Sir: In his assertion that "land taxes for retail, business and residential developments on out-of-town sites should reflect the real contribution of publicly financed infrastructure", Richard Rogers (13 March) has surely touched upon a principle worthy of wider application - one that appears to be particularly relevant to his vision of "an equitable city - a self- governing, participatory city where wealth and justice are fairly distributed".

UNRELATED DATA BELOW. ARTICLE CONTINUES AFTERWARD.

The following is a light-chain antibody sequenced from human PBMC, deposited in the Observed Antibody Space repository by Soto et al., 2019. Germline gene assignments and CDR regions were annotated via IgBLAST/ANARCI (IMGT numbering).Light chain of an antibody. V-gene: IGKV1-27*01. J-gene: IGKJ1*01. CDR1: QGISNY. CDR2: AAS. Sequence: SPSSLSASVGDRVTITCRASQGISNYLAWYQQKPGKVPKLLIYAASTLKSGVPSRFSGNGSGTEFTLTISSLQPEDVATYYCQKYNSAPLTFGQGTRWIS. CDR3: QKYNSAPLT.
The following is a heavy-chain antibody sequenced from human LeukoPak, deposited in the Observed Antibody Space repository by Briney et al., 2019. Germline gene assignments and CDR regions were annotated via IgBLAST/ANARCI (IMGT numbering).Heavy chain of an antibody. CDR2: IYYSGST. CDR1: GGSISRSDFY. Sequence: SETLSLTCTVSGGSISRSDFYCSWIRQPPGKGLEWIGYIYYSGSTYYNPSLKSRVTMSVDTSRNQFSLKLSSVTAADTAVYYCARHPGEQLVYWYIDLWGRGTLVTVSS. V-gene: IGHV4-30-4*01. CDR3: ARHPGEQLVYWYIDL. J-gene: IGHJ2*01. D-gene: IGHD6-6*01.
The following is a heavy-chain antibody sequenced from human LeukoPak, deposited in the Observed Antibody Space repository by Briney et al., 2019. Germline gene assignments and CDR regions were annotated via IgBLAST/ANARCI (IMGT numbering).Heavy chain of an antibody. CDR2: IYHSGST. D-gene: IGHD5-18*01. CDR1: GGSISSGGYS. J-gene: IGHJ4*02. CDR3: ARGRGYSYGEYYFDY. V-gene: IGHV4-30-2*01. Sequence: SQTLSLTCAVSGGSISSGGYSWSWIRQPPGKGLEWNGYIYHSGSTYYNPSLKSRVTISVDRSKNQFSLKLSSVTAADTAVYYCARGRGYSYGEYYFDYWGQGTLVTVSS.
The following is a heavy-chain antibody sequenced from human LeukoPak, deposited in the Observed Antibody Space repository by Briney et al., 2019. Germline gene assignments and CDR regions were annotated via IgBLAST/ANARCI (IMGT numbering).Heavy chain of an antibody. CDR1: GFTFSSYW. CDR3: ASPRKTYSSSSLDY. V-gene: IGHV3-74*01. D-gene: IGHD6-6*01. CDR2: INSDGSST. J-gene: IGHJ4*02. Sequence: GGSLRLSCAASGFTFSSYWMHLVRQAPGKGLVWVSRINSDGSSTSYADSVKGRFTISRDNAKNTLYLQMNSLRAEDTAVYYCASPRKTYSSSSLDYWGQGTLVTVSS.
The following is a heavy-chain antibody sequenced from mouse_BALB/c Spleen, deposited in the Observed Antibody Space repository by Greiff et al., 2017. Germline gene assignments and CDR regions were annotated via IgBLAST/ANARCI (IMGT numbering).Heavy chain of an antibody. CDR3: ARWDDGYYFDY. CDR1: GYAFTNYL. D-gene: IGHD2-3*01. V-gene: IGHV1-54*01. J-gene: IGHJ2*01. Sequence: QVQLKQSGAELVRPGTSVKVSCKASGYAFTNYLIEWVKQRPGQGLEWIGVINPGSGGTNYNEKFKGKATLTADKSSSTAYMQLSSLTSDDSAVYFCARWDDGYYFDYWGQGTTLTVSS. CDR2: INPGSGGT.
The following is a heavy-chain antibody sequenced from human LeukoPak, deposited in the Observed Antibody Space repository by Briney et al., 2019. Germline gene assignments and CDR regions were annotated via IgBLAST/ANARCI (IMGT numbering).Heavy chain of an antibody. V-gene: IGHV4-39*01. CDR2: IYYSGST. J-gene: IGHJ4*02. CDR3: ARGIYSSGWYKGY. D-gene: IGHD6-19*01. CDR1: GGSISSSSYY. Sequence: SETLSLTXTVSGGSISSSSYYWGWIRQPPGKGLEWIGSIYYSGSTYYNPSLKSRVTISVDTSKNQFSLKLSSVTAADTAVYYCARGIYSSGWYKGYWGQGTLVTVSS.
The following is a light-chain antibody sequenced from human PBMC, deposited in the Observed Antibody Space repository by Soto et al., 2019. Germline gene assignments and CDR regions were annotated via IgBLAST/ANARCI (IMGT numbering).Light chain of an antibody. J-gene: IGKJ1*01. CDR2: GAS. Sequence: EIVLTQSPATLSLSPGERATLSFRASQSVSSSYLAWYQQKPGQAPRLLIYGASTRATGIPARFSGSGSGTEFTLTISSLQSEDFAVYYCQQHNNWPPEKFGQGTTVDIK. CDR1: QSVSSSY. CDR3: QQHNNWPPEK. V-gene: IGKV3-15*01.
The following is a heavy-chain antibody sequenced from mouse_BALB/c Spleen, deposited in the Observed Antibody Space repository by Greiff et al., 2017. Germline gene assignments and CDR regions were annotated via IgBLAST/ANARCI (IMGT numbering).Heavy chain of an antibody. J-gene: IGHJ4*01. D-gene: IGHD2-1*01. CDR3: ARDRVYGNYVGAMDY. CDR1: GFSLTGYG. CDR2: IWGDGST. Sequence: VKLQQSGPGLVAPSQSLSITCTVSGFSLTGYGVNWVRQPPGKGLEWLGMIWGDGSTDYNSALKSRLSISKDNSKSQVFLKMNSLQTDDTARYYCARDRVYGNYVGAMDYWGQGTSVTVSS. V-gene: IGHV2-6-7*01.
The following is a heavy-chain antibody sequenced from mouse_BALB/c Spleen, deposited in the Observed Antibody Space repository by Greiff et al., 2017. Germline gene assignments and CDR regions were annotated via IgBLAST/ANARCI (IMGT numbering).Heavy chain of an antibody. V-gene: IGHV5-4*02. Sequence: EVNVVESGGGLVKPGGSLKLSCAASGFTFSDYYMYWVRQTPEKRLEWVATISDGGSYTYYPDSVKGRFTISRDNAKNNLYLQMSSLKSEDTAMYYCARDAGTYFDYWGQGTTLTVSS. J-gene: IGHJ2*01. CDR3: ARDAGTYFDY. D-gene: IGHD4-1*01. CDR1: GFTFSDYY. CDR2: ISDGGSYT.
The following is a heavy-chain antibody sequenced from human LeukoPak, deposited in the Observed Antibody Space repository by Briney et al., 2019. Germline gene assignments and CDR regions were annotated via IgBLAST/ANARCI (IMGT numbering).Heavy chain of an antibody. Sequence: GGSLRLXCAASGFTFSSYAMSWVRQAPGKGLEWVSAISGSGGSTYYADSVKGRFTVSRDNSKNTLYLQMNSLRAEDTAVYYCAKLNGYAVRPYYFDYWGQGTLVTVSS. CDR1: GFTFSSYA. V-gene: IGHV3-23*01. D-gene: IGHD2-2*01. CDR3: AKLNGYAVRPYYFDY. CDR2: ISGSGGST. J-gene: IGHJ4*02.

Dense, polycentric cities presumably would generate high land values, at centres and in total. A tax on the annual value of every site on the basis of permitted use, not simply a betterment charge, would ensure that no land fell into disuse and would return communally created land value, different as it is from wage etc income, back to the community.
High Wycombe, Buckinghamshire
13 MarchReuse content